Social Innovation Fund Grantee Spotlight: New Profit

By Kirsten Breckinridge

High school students studying in classroom

Youth in the United States who are not attending school, not employed, and haven’t graduated from high school will likely find themselves on a path to a life of road blocks and barriers to success and potentially end up on a dead end road with no viable options for supporting themselves and their families.  

Building pathways to and through college, and into living-wage employment, is arguably one of today’s most pressing national issues.  Nearly one-third of youth from low-income families fail to earn high school diplomas.  Seventeen percent of 16-24 year olds in the United States, or 6.7 million young adults, are “Opportunity Youth” who are not attending school, not working, and have no credential beyond high school.  Yet virtually all jobs that offer wages sufficient to support a family require at least some training beyond high school.

New Profit, a nonprofit social innovation organization and venture philanthropy fund, believes in the power and potential of social innovation to dramatically improve opportunities for children, families, and communities.  New Profit, like the Social Innovation Fund (SIF), is convinced that effective solutions to our nation’s most pressing challenges exist, should be evaluated, and need to be scaled in order to improve the lives of more Americans.   

With SIF support, New Profit’s Pathways Fund seeks to strengthen the bridge between education and workforce development to foster opportunity and access for low-income youth.  The Pathways Fund invests in six of the nation’s most promising social innovations focused on college and career success, supporting their work in making real progress in the lives of youth and the communities in which they live.  By capitalizing on the strengths of these organizations, providing strategic and technical assistance, and using strong evaluation practices, the Pathways Fund seeks to improve, scale, and evaluate education and employment outcomes for youth across the country.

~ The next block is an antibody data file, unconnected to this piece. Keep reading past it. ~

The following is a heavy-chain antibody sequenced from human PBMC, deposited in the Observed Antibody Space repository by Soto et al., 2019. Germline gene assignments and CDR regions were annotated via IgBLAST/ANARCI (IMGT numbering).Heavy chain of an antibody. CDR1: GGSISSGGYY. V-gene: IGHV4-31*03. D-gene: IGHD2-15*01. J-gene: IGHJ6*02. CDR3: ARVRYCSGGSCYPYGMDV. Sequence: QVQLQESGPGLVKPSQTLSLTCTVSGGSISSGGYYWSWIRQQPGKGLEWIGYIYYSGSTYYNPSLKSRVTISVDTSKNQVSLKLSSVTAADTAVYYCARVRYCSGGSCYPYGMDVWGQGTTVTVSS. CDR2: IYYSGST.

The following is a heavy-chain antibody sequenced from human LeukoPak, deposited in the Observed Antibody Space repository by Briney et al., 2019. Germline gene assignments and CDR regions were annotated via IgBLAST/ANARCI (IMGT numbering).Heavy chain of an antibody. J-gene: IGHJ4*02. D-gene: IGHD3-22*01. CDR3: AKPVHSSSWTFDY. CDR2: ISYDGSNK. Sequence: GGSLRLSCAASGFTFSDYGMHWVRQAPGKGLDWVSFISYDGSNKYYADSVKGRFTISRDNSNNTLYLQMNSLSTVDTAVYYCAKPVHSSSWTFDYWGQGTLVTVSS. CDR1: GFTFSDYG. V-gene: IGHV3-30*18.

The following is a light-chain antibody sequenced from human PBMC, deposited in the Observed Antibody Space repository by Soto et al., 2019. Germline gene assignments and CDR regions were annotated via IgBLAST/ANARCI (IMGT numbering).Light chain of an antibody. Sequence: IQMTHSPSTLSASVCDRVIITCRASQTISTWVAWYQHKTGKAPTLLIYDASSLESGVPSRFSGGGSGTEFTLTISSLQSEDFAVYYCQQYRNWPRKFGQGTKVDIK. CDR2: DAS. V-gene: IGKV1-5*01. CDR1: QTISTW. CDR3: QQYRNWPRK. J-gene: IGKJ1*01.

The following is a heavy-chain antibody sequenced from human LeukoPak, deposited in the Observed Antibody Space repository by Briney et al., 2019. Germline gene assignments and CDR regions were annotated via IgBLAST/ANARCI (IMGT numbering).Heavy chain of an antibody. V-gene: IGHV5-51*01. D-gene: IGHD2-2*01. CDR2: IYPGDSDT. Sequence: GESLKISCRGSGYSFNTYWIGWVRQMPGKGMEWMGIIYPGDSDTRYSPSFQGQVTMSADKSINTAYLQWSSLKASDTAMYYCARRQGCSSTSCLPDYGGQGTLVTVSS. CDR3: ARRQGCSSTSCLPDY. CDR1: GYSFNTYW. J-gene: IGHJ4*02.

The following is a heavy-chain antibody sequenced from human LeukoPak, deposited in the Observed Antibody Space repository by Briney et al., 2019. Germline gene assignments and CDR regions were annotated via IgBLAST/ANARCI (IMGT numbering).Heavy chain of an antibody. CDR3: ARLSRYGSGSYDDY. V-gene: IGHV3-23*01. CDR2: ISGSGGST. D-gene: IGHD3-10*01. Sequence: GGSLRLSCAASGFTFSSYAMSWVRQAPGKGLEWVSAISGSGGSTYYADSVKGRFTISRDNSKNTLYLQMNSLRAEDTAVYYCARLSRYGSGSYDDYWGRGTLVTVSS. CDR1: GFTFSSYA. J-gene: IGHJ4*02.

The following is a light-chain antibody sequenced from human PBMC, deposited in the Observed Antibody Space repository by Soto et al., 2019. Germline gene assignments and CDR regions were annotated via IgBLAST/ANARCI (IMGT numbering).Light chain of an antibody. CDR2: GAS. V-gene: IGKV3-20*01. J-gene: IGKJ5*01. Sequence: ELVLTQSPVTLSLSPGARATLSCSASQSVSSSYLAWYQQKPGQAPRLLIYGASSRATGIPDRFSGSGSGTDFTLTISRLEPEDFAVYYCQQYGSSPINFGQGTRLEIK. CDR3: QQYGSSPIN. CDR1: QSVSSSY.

The College Advising Corps (Advising Corps) works to increase the number of low-income, first-generation college, and underrepresented students entering and completing higher education.  It is among the Pathways Fund’s six organizations that offer services and support for low-income youth transitioning from high school to and through post-secondary education.

Innovation 

Too many highly motivated, talented high school students in low-income communities end up without the skills necessary to go to college because they don’t have the guidance to complete the college application process.  The Advising Corps is changing that, giving these students a shot at the American dream through access to college.  Headquartered in Chapel Hill, NC, the Advising Corps places well-trained, recent college graduates as full-time college advisers in the nation’s underserved schools.    

Advising Corps advisers provide the support that high school students need to navigate the complex processes of college admissions, securing financial aid, and enrolling in schools that serve them well.  The Advising Corps has chosen to utilize these near-peer mentors because their closeness in both age and background gives them a marked advantage over an adult counselor in influencing student decisions about college.  Indeed, 54% of advisers were themselves the first in their family to attend college, 63% were Pell-eligible, and 69% are people of color.